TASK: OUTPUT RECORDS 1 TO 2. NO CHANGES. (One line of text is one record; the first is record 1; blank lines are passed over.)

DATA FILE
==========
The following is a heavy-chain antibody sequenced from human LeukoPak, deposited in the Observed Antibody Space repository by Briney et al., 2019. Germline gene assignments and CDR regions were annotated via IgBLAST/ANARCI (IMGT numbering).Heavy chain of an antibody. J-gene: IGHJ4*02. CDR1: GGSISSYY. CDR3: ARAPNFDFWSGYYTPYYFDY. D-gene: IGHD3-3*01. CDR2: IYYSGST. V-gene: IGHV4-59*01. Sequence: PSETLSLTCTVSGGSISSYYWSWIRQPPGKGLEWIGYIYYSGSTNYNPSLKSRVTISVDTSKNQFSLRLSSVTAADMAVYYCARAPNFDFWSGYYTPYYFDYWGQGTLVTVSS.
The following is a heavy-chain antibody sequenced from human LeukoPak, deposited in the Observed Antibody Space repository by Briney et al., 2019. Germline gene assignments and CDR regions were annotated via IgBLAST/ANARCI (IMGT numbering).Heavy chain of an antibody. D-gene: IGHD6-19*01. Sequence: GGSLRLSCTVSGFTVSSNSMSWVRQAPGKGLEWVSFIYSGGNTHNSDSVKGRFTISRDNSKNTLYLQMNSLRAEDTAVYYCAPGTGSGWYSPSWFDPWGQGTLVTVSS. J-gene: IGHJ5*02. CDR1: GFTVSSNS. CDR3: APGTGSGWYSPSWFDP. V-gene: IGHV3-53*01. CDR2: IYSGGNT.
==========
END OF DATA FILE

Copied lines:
The following is a heavy-chain antibody sequenced from human LeukoPak, deposited in the Observed Antibody Space repository by Briney et al., 2019. Germline gene assignments and CDR regions were annotated via IgBLAST/ANARCI (IMGT numbering).Heavy chain of an antibody. J-gene: IGHJ4*02. CDR1: GGSISSYY. CDR3: ARAPNFDFWSGYYTPYYFDY. D-gene: IGHD3-3*01. CDR2: IYYSGST. V-gene: IGHV4-59*01. Sequence: PSETLSLTCTVSGGSISSYYWSWIRQPPGKGLEWIGYIYYSGSTNYNPSLKSRVTISVDTSKNQFSLRLSSVTAADMAVYYCARAPNFDFWSGYYTPYYFDYWGQGTLVTVSS.
The following is a heavy-chain antibody sequenced from human LeukoPak, deposited in the Observed Antibody Space repository by Briney et al., 2019. Germline gene assignments and CDR regions were annotated via IgBLAST/ANARCI (IMGT numbering).Heavy chain of an antibody. D-gene: IGHD6-19*01. Sequence: GGSLRLSCTVSGFTVSSNSMSWVRQAPGKGLEWVSFIYSGGNTHNSDSVKGRFTISRDNSKNTLYLQMNSLRAEDTAVYYCAPGTGSGWYSPSWFDPWGQGTLVTVSS. J-gene: IGHJ5*02. CDR1: GFTVSSNS. CDR3: APGTGSGWYSPSWFDP. V-gene: IGHV3-53*01. CDR2: IYSGGNT.